Job Start Payment evaluation: annex B - qualitative research

This report forms the annex to the main report on the evaluation of Job Start Payment. It presents findings from qualitative research conducted to support the overall evaluation.

1. Introduction

This report presents the findings based predominantly on qualitative research with young people and stakeholders exploring their experiences of Job Start Payment (JSP). Research was carried out by Diffley Partnership between November 2021 and March 2022. The report was commissioned by the Scottish Government to contribute towards the Scottish Government's overall evaluation of JSP, which will also draw on JSP administrative data and research conducted by Social Security Scotland, such as the Social Security Scotland Client Survey.[3]

1.1 Policy background

The Scottish Government is creating a new social security system for Scotland, having taken over a number of benefits devolved in the Scotland Act 2016. Eight principles, set out in the Act, and the Social Security Charter, underpin this new system, which aims to treat clients with dignity and respect.[4]

The Social Security powers that have been devolved through the Scotland Act 2016 give the Scottish Parliament responsibility for £2.8 billion of social security expenditure (around 15% of total benefit expenditure in Scotland). An Order under section 63 of the Scotland Act 1998 gave the Scottish Government further powers to arrange assistance under section 2 of the Employment and Training Act 1973. Social Security Scotland is the executive agency of Scottish Government that is responsible for delivering the social security benefits for Scotland.

1.2 Context of Job Start Payment

The Scottish Government is committed to supporting young people to obtain and retain employment. A key part of this is helping young people on low incomes meet some of the initial costs of starting work, including transport costs, in order to reduce the risk of unemployment or economic inactivity later in life. Such efforts are particularly important given the increase in unemployment amongst 16-24 year olds in the year to December 2021 compared to end of 2019.[5] The increase is linked to the Covid-19 pandemic, which has disproportionately impacted the youth labour market.[6] It is therefore crucial that young people who have experienced a sustained period without paid work are given support to enable a smooth and sustainable transition into employment.

JSP is designed to support young people with the costs associated with beginning a new job, such as clothing, food or travel expenses (though the use of the payment is neither stipulated nor monitored). It has previously been observed that upfront costs to enter the job market can be significant for graduates.[7] The concern is upfront costs can make entry into employment untenable or may even deter people accepting a job offer, including lone parents.[8]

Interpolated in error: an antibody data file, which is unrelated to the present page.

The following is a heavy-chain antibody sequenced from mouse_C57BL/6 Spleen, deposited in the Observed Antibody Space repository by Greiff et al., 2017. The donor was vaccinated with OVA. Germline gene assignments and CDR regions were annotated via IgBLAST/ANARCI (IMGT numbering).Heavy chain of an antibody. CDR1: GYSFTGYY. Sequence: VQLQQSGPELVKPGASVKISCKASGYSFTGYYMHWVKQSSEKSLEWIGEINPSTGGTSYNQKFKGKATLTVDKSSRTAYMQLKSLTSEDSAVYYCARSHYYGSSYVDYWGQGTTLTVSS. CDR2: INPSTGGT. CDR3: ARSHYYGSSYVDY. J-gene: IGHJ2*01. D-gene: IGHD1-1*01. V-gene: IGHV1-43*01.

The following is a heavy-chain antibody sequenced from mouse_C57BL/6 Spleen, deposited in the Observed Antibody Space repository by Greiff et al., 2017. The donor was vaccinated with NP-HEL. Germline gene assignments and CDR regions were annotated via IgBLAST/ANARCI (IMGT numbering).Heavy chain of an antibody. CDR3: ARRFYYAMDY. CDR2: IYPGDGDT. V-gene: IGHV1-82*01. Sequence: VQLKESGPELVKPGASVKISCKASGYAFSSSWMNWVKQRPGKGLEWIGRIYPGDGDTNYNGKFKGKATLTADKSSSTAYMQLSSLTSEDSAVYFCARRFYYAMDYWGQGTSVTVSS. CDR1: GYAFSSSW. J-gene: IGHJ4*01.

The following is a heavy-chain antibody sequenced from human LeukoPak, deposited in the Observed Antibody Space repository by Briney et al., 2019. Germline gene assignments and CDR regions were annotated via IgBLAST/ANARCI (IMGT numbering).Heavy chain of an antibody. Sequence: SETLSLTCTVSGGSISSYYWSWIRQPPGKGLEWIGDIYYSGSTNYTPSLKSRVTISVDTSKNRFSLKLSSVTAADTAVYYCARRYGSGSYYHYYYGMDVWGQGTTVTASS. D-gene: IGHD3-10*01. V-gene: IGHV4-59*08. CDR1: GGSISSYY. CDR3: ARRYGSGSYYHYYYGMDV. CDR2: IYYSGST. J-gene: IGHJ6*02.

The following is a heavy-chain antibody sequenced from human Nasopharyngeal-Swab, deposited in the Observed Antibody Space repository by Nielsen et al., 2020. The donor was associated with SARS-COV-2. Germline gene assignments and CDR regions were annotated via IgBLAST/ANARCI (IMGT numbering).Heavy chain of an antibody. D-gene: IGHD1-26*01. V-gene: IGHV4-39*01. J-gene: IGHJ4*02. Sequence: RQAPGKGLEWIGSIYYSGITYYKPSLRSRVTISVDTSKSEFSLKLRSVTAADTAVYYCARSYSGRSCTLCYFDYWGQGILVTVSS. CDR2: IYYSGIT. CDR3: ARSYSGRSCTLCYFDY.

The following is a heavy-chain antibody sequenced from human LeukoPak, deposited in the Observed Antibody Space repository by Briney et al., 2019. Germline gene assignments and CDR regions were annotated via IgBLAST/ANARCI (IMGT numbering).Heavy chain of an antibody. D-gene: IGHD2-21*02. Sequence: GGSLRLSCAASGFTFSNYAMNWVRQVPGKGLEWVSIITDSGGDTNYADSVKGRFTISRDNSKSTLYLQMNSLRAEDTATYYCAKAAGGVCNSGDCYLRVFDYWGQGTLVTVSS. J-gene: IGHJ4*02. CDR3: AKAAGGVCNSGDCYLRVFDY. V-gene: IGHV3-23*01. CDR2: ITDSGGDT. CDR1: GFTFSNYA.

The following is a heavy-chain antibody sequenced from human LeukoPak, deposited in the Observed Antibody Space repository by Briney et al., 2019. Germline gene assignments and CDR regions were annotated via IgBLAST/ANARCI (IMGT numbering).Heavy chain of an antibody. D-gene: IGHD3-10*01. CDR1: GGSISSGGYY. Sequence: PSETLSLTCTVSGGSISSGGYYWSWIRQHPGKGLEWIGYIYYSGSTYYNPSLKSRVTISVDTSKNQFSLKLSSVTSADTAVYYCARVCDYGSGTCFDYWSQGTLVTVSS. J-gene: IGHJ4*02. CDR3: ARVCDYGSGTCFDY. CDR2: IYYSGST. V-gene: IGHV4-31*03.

Eligible clients find themselves at the intersection of two demographic groups that are less likely to have savings or manage well financially: people in receipt of low-income benefits and young people.[9] This age bracket could be more likely to struggle with the up-front costs associated with entering employment.

JSP forms part of a wider package of measures to smooth entry into paid employment. It also sits alongside ongoing reforms to employability in Scotland that seek to build a holistic system of support, outlined in the Scottish Government's No One Left Behind delivery plan.[10]

It is within this context that this research takes place. Through this commission, Scottish Government was eager to assess the extent to which the JSP is meeting its aims, to understand the impact and experience of applying for and receiving the JSP, and to identify issues, and solutions, around take-up of the benefit.

1.3 Details of Job Start Payment

JSP was designed based on a consultation conducted in 2019 which was reported on in July of that year and responded to by the Scottish Government in December 2019. Social Security Scotland began taking applications for JSP on Monday 17 August 2020.

Since April 2022, the amount of the payment has been a cash sum of £267.65 for those without children and £428.25 for those with children. During the period of primary research within this project, the amounts were originally £252.50 for those without children, and £404 for those with children, increasing from £250 and £400 in April 2021.

Young people aged 16-24 in Scotland who have been out of work and receiving a qualifying low-income benefit for six months are eligible to apply for the payment upon receiving a job offer, and up to three months after such an offer is made. Care leavers have an additional year to apply for JSP (i.e. until they turn 26), and while they do need to be on a qualifying benefit, they do not need to have been on a qualifying benefit or out of paid work for 6 months. . A previous recipient can apply and claim again, if two years have passed since they last received the payment.